6. Because a lot of pensioners don't like flying, because a lot of pensioners find energetic holidays hard work but sitting on a ship watching the world go by is easy, because a lot of pensioners aren't certain they will be able to go on cruises in a year or two so they're making the most of the time they have got, and because a lot of pensioners know they are going to die anyway so don't want to spend the rest of their lives sitting inside staring at the walls in hope of keeping breathing for a short while longer. Cruising is a very easy holiday in the UK because everyone has a port close to home. Airports, by and large, are hell.
  7. I suspect that once things get back to normal, the people who have been in lockdown for many months (who make up the bulk of the UK cruising market at least) will realise that, given the choice of going on holiday with their excess spare cash or remaining indoors staring at the walls, holidays are more fun. 2021 bookings, they tell me, are higher than usual this far in advance.
  8. You might be confusing it with the Black Death, there. Spanish flu infected about 500 million people and killed about 50m - 100m of them, according to Wikipedia, which is about 2.5 to 5% of the world's population.
  9. Jewellery is one of the things that is always worth less than you paid for it, unless you are a professional jeweller with your own shop. Every time you leave a shop with jewellery, it is instantly worth perhaps half what you paid, because the part of your purchase that represents the jeweller's profit is instantly worthless and you can't get that back when you sell it. If they told you that its resale value would twice what you paid, then you would have a clear case for a refund; if they said (or could claim to say) only that it would cost you twice that much to buy it in that store or elsewhere, then you will struggle. I would forget the credit card claim. You made a deal to buy something and what you bought was what you agreed to buy; and the price you paid appears to be not wildly different from its worth. I can't see a credit card company accepting liability for that. They certainly won't accept any liability for the profits you expected to make, but won't.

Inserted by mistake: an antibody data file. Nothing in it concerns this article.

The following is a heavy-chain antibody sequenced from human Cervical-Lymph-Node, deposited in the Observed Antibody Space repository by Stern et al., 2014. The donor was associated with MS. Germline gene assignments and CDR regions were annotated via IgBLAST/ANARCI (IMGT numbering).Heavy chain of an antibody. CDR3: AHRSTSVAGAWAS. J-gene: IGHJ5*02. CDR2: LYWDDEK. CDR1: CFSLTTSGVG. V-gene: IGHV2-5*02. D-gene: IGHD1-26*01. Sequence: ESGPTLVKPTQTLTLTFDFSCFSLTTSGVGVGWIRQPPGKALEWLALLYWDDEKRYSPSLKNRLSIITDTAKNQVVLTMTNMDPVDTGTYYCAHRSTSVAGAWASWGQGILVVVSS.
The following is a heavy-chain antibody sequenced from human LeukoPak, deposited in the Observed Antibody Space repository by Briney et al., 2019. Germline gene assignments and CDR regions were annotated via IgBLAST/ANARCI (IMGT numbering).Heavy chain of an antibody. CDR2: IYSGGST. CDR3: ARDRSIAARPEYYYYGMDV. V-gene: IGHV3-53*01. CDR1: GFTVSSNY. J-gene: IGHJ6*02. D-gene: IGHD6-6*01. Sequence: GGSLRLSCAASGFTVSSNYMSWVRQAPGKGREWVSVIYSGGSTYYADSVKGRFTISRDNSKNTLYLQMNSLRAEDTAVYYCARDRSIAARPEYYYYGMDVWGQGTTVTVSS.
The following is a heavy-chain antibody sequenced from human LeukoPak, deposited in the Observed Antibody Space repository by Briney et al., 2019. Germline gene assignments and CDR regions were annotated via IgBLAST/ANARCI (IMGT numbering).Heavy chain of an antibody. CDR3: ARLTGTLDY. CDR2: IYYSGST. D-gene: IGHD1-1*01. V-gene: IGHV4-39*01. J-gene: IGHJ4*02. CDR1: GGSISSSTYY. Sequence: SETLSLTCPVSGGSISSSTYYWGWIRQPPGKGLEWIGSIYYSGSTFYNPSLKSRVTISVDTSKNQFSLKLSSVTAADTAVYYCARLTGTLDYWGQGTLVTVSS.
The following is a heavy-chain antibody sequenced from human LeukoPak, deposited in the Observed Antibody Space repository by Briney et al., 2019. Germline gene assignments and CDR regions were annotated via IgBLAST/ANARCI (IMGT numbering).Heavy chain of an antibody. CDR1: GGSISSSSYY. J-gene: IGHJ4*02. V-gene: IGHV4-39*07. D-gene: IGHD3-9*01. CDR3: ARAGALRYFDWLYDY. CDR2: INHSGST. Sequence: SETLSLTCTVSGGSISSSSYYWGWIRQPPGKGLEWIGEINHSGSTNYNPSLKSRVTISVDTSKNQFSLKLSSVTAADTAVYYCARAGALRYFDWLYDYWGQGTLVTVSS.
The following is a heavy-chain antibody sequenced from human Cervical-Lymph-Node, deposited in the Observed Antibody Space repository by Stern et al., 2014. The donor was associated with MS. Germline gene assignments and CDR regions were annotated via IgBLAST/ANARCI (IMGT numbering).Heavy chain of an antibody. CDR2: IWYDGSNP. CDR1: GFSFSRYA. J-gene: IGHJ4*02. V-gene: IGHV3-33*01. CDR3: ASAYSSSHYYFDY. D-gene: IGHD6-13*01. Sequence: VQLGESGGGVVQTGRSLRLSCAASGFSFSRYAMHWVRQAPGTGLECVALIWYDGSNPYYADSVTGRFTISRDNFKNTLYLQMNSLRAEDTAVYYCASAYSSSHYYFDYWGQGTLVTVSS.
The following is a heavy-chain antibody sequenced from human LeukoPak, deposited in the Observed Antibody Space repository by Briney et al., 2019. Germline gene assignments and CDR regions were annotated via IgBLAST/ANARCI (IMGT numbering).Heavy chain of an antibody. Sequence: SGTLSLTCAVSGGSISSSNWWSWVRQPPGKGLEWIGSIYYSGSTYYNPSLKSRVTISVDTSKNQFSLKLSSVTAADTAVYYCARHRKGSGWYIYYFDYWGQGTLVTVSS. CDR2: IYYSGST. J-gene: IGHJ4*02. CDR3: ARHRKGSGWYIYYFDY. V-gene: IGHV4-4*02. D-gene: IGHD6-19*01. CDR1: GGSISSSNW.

10. Take a look at Alnwick. Lovely place. (pronounced Annick.)
  11. One Scottish option is a visit to Shetland and Orkney; loads of history (5,000 year old houses etc.). There are companies that prepare bespoke itineraries for you. The one I used advertises "Tailor-made services and trips with a difference". (I don't know if it classes as a travel agent or as a holiday company so I won't give the name.) But they book all the tickets and hotels for you and the odd excursion thrown in. There are trains to Thurso and Aberdeen, where the ferries go from, and quiet roads on the islands so driving a foreign car on the wrong side won't be much of an issue. It will take about a week, though, if you want to see things. How long have you got?
  12. Lerwick's a sheltered port - between two islands. It's unlikely to be cancelled in summer unless (as the post earlier says) the sea as a whole is too rough for the ships. The ferry to Aberdeen is rarely cancelled in summer, and those ferries are smaller than all but the smallest cruise ships.
  13. That's impressive. In the Panama Canal, the narrow parts, they fasten the ship to railway engines on either side to keep it straight. But that just seemed to have a single tug - how does that work?
  14. Cruises from the UK sail from almost any port. My next one goes from Liverpool. I have also sailed there from Southampton, Tilbury, Glasgow, Hull, Newcastle. Look for Fred Olsen, P&O, Cruises & Maritime among others.